Louisiana lawmakers had several bills of interest to aviators on the agenda for the legislative session that ended June 2, and AOPA’s advocacy team rolled up its sleeves to help stop an effort to siphon aviation dollars away from airports, a move that would have been disastrous.
AOPA Central Southwest Regional Manager Yasmina Platt fired of a letter in April to the chairman of the state House Appropriations Committee detailing the reasons why House Bill 587, which would have repealed the state’s annual appropriation to airports, needed to be stopped in its tracks. Money from state taxes on aviation fuel would have been diverted to nonaviation uses, preventing eligible airports in the state from receiving federal airport improvement funding, and done serious damage to airports that generate $3.3 billion in annual revenue while providing critical support to the communities they serve.
That bill never came to a vote, marking a win for aviation, jobs, public safety, and transportation.
AOPA closely followed other measures, including a bill signed by Gov. Bobby Jindal on June 23 that creates a state Transportation Infrastructure Bank dedicated to making loans and supporting public projects that increase transportation connections between state highways and airports, as well as seaports, rail facilities, and other transportation terminals. Another bill signed by Jindal in June makes it a state crime to aim a laser at an aircraft. While this is already a crime under federal law, and recently subject to additional federal enforcement efforts, Louisiana lawmakers wanted to add their own criminal penalties for this dangerous behavior, and Platt was able to provide information on this growing risk for pilots.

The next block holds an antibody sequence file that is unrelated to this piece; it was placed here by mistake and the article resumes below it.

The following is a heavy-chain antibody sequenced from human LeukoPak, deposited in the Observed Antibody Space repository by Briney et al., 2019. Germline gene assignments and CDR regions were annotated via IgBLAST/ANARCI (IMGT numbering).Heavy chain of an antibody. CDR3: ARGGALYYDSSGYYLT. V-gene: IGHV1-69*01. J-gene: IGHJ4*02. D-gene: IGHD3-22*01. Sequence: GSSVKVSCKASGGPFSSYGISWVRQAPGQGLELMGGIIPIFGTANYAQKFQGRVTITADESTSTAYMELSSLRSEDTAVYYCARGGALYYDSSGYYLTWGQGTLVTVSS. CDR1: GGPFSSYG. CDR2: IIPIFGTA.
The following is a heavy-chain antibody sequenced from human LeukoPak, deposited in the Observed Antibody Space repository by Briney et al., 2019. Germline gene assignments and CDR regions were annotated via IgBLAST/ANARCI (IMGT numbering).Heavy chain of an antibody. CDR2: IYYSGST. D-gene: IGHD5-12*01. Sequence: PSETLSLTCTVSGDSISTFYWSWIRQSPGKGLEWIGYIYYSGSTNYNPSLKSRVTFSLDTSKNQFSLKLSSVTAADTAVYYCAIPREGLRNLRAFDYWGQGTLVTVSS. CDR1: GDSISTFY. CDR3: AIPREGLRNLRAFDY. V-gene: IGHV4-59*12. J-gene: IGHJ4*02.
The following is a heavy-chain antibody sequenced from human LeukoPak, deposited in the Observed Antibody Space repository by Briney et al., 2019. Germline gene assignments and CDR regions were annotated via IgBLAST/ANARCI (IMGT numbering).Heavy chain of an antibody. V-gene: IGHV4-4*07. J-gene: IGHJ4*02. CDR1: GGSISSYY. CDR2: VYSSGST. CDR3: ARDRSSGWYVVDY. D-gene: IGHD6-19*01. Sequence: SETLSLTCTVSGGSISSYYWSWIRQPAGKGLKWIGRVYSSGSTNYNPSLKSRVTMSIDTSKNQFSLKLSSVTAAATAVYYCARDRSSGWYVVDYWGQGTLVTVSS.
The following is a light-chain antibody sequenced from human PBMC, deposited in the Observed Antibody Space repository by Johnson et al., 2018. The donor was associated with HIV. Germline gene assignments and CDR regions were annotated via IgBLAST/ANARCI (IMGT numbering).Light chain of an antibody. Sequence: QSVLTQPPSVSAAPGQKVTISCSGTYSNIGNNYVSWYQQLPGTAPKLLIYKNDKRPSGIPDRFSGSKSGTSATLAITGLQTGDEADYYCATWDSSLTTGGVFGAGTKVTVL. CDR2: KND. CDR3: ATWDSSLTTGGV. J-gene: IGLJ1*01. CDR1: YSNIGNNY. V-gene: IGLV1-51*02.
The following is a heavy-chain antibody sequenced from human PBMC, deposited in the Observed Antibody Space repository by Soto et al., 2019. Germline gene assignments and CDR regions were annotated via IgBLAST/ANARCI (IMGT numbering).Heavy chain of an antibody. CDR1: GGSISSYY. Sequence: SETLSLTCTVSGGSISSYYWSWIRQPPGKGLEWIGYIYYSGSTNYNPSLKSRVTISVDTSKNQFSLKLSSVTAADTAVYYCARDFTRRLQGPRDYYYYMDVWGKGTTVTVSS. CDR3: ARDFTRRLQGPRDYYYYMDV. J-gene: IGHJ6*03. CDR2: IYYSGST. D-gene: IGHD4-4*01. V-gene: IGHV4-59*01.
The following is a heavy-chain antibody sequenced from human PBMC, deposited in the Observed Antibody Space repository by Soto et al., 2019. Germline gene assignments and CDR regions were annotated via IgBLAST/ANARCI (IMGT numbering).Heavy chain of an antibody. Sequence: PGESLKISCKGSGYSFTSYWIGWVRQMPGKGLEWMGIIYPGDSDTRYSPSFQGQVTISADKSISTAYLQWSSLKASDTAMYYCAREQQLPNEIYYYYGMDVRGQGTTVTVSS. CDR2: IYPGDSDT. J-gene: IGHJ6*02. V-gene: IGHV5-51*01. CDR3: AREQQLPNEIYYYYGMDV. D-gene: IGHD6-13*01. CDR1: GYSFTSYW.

The effects of another new state law are less clear: Jindal signed on June 18 a measure that moves the state Department of Transportation and Development’s Aviation Office within the state government starting on July 1, 2016. The aviation office currently reports to the transportation secretary, but with this change, it will then be part of the Transportation and Development's Office of Multimodal Commerce, reporting directly to the governor. AOPA and the Louisiana Airport Manager’s Association had asked the state to leave well enough alone, and are still working to learn what the exact effects of the change may be.
Another measure that AOPA voiced strong support for, expanding the state definition of recreational use to include aviation among activities for which landowners enjoy specified protection from liability, failed to garner enough support for passage by June 2. AOPA has supported similar measures across the country, and will continue to work with stakeholders to develop legislation that will protect pilots’ backcountry access in next year’s session. Louisiana pilots will be called on to support this effort when the time comes to renew it.